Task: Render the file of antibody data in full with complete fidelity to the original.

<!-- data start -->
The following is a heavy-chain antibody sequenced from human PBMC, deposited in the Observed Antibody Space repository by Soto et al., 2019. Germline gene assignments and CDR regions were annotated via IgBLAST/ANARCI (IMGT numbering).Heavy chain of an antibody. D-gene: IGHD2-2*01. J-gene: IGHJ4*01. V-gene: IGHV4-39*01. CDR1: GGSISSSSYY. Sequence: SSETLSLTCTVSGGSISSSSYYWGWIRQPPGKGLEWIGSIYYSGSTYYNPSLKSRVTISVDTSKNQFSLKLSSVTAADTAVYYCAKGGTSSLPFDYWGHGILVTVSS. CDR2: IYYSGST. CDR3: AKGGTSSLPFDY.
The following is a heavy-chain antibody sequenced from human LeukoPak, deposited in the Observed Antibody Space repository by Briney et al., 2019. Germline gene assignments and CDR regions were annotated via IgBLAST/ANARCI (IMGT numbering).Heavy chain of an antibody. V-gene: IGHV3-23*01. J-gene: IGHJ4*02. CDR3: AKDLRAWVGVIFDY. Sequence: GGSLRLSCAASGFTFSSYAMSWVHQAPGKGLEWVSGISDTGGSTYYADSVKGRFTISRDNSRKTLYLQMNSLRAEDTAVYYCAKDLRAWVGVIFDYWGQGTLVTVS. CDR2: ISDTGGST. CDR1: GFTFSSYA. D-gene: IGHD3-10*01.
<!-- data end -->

The following is a heavy-chain antibody sequenced from human PBMC, deposited in the Observed Antibody Space repository by Soto et al., 2019. Germline gene assignments and CDR regions were annotated via IgBLAST/ANARCI (IMGT numbering).Heavy chain of an antibody. D-gene: IGHD2-2*01. J-gene: IGHJ4*01. V-gene: IGHV4-39*01. CDR1: GGSISSSSYY. Sequence: SSETLSLTCTVSGGSISSSSYYWGWIRQPPGKGLEWIGSIYYSGSTYYNPSLKSRVTISVDTSKNQFSLKLSSVTAADTAVYYCAKGGTSSLPFDYWGHGILVTVSS. CDR2: IYYSGST. CDR3: AKGGTSSLPFDY.
The following is a heavy-chain antibody sequenced from human LeukoPak, deposited in the Observed Antibody Space repository by Briney et al., 2019. Germline gene assignments and CDR regions were annotated via IgBLAST/ANARCI (IMGT numbering).Heavy chain of an antibody. V-gene: IGHV3-23*01. J-gene: IGHJ4*02. CDR3: AKDLRAWVGVIFDY. Sequence: GGSLRLSCAASGFTFSSYAMSWVHQAPGKGLEWVSGISDTGGSTYYADSVKGRFTISRDNSRKTLYLQMNSLRAEDTAVYYCAKDLRAWVGVIFDYWGQGTLVTVS. CDR2: ISDTGGST. CDR1: GFTFSSYA. D-gene: IGHD3-10*01.